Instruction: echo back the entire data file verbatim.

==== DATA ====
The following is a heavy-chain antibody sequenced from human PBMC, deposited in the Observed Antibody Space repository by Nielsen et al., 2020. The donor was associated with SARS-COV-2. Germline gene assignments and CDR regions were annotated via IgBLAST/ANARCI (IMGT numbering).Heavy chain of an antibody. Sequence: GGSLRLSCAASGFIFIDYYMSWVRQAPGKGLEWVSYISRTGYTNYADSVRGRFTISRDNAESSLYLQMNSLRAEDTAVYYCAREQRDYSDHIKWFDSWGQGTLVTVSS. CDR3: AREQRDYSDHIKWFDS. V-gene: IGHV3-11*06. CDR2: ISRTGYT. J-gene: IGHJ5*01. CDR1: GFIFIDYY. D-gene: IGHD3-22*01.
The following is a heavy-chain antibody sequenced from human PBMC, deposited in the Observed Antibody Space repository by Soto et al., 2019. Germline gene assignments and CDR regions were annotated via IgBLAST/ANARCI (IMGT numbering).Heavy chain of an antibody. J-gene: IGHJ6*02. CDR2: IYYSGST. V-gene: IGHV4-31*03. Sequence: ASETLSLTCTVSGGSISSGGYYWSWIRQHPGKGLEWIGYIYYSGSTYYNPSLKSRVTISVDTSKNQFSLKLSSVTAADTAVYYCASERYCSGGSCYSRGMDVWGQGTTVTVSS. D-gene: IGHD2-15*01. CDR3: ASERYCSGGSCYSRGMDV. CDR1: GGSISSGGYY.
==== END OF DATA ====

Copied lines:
The following is a heavy-chain antibody sequenced from human PBMC, deposited in the Observed Antibody Space repository by Nielsen et al., 2020. The donor was associated with SARS-COV-2. Germline gene assignments and CDR regions were annotated via IgBLAST/ANARCI (IMGT numbering).Heavy chain of an antibody. Sequence: GGSLRLSCAASGFIFIDYYMSWVRQAPGKGLEWVSYISRTGYTNYADSVRGRFTISRDNAESSLYLQMNSLRAEDTAVYYCAREQRDYSDHIKWFDSWGQGTLVTVSS. CDR3: AREQRDYSDHIKWFDS. V-gene: IGHV3-11*06. CDR2: ISRTGYT. J-gene: IGHJ5*01. CDR1: GFIFIDYY. D-gene: IGHD3-22*01.
The following is a heavy-chain antibody sequenced from human PBMC, deposited in the Observed Antibody Space repository by Soto et al., 2019. Germline gene assignments and CDR regions were annotated via IgBLAST/ANARCI (IMGT numbering).Heavy chain of an antibody. J-gene: IGHJ6*02. CDR2: IYYSGST. V-gene: IGHV4-31*03. Sequence: ASETLSLTCTVSGGSISSGGYYWSWIRQHPGKGLEWIGYIYYSGSTYYNPSLKSRVTISVDTSKNQFSLKLSSVTAADTAVYYCASERYCSGGSCYSRGMDVWGQGTTVTVSS. D-gene: IGHD2-15*01. CDR3: ASERYCSGGSCYSRGMDV. CDR1: GGSISSGGYY.